We spoke to Ali Miharbi to learn all about his new 'Wind Organ' installation which can be found in the Horniman Gardens.
What the materials are that the pipes are made of?
They are made of stainless steel pipes.
How tall they are and their maximum width?
Each of them is 3 meters tall, but there is an additional 75 cm part that is underground to hold them in place. The maximum diameter of the pipes that they’re made of is 7 cm. There are also 2cm and 4cm sections and the poles that support them are also 4cm.
How are the different vowel sounds created by the pipes?
When the wind flows through the slots, the pipes are played by the wind, like a side-blown flute is played. Different combinations of pipe diameters act as filters and change the characteristics of the sounds. Each pole carries three separate flutes welded on top of each other. They face different directions so that they can capture a wider range of wind directions.
How long did each pipe take to make?
Altogether the production took less than a month, but the preparation was longer. There was a period of a few months for testing different materials and techniques by building prototypes. Also, the idea was a result of much earlier projects that used air compressors instead of wind
What inspired this installation?
The Wind Organ is a continuation of my ongoing interest in the materiality of sound, information, and its relationship with space. My solo exhibition at Pilot Gallery in Istanbul in April 2017 was entitled "Pneuma" and revolved around the subjects of wind, voice, breath, the routines as well as the unexpected of everyday life for which weather was not only a metaphor but also a component that sometimes literally flowed through the work. Getting out of the gallery space and experimenting with the wind directly was something I had been thinking for a while and I had been doing research about aeolian harps (there is one in the Horniman Museum collection that I saw during my residency at Delfina foundation in Winter 2017) and other instruments played by the wind, and as an extension of my previous work, I had the idea to connect the voice-like sounds I have been experimenting with, with an instrument played by the wind. Not only the musical instrument collection and the gardens, but also other collections of the museum such as the natural history department all resonated with these ideas.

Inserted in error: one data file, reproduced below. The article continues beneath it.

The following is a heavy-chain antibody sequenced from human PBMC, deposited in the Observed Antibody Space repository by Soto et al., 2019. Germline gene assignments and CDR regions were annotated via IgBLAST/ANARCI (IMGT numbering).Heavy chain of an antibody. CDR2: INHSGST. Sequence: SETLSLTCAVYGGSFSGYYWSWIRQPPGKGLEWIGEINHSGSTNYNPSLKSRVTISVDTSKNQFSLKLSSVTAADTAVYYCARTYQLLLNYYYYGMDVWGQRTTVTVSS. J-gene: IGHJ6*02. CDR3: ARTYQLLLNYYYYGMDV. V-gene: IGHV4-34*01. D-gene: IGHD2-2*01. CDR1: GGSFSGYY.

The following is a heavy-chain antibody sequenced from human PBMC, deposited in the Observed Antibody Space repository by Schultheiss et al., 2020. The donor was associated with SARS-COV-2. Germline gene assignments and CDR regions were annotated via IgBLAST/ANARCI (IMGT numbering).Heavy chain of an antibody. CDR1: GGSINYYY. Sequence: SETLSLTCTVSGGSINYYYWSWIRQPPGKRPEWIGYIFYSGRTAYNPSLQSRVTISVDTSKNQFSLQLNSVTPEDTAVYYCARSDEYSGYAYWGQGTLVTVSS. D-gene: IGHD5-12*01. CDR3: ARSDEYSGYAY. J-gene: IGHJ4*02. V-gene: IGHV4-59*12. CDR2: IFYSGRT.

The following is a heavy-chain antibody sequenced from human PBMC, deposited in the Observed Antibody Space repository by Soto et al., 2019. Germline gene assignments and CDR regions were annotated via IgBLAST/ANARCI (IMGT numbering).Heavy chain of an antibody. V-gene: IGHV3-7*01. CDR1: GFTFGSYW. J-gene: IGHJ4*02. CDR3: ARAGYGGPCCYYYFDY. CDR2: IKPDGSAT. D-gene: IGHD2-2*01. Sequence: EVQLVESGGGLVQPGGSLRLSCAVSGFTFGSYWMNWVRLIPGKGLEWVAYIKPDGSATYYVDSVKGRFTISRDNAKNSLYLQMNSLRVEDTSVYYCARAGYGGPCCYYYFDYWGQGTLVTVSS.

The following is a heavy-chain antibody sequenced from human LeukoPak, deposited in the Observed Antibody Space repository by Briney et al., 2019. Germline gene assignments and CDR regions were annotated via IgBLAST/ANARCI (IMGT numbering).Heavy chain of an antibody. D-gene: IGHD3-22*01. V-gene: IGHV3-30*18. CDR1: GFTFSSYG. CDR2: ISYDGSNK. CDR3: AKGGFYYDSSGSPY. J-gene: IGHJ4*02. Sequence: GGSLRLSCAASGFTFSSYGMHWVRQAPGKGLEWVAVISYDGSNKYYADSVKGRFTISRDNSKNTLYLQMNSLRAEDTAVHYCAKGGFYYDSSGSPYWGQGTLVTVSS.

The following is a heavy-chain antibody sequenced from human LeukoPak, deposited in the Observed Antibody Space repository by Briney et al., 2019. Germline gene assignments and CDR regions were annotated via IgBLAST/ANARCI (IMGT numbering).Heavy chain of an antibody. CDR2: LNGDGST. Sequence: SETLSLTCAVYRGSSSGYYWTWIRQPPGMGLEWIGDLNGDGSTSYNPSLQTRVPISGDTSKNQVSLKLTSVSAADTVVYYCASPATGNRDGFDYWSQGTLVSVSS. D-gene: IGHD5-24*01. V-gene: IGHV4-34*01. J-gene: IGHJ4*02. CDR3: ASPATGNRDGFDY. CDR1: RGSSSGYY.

How did you go about creating it? What different iterations did you go through with this piece?
First came the rough idea where there were many different options for the technique, some of them unknown at the beginning. Then came research. At the end, practical tests gained speed, but they were always informed by what people have done and found out earlier in many other fields such as experimental music instrument building, the acoustics of speech, and aeolian instruments - both contemporary and traditional.
Was the result what you expected?
More and less, but when everything was finished, the final feeling of watching and listening to it had an unpredictable and unexpected aspect which is is a nice thing to have.
What would you like people to think of or consider when they experience the sound or see the installation?
I think this is one of those pieces that speaks for itself, as long as there is some breeze giving it a voice. Even if people would watch and listen to it without knowing that the shapes they see were designed after vowel resonators, they still wouldn’t miss much.
This installation is in our Gardens. How important are nature and the outdoors to your work?
Since this is an instrument played by the wind, it is crucial that the piece is outdoors and directly influenced by the wind. But this is the first time I am making such an outdoor installation. A lot of my previous works consisted of indoor installation and many of them required electricity to function.
Be sure to visit the 'Wind Organ' before 26 November 2017.